It seemed a little pointless to chronicle the events of our away defeat to Luton. Instead, Maddie Mackenzie looks at the malaise in general as we mark the end of an inexplicably grim tenure.
December 26, 2018, Carrow Road. My first game as a season ticket holder. Norwich, still 3-0 down by the 77th minute, came back to equalise in the 8th minute of injury time. How characteristic of that team of underdogs, our very own misfits who won the title with such style and joy.
December 26, 2022, Kenilworth Road. Live on Sky Sports, Norwich lost to ten-man Luton Town, a result which led to the sacking of their head coach. What a difference four years makes.
It’s so easy to look back on the past with nostalgia-tinted glasses, to claim that things were better just because they’re not happening now. In the case of Norwich, however, it’s hard to deny that while the glasses may be tinted, the vision they provide is still 20:20. Although things on the pitch have changed dramatically the real damage has been done behind the scenes – it’s that damage that is turning Norwich City Football Club into a hollow shell of what came before.
Where else could a manager say that he has instructed his mother to stay away from his home ground, lest she “windmill a fan”?
When Stuart Webber took over in May 2017 he told local and fan media that he wanted to build a club that was transparent and open with “the people who matter – the supporters.” After all, “they’re the stakeholders in this and we have to listen.” Other clubs, the ones that ignored their fans, who made decisions in a closed-off room and communicated them to no one, were presented as examples of what not to do.
The mantra ‘ignore the noise’ was greeted with overwhelming positivity when it was launched ahead of the 2019/20 season. We bought into it: the fans, the players, the staff – against everyone else. We were Norwich City and we knew what we were about, we knew what our long-term plan was, and we liked it.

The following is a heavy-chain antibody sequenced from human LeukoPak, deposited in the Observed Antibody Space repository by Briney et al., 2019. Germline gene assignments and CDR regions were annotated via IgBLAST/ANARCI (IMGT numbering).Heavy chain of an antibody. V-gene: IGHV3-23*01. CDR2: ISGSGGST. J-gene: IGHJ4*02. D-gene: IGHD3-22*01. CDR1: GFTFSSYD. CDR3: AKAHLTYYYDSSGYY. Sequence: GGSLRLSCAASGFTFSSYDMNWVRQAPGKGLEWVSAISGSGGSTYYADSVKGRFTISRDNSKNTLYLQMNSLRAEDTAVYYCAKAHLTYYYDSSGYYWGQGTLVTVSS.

How quickly we became the noise.
I’ve said multiple times over the past week that no other manager in the football league could survive one of Dean Smith’s recent post-match comments, let alone the lot of them put together. Where else could a manager say that he has instructed his mother to stay away from his home ground, lest she “windmill a fan”? How could he openly suggest that fan criticism is down to his personality and accent, claiming he has been painted as the villain of the piece?
It is clear these thoughts did not begin and end with Dean Smith. At every press conference, our head coach sat alongside the head of communications, the two of them a united front against the media present at Colney. He cannot have made it this far in football without having received media training, without knowing that his every word will be used to represent his employer. The fact that he remained in a job after Blackburn speaks far louder than his recent words could. We have seen what happens when an employee at Norwich hears words and opinions they don’t like. When a newspaper headline rubs someone the wrong way, or a journalist attempts a line of questioning that isn’t appreciated. It shouldn’t surprise anyone that Smith felt free to talk in this way.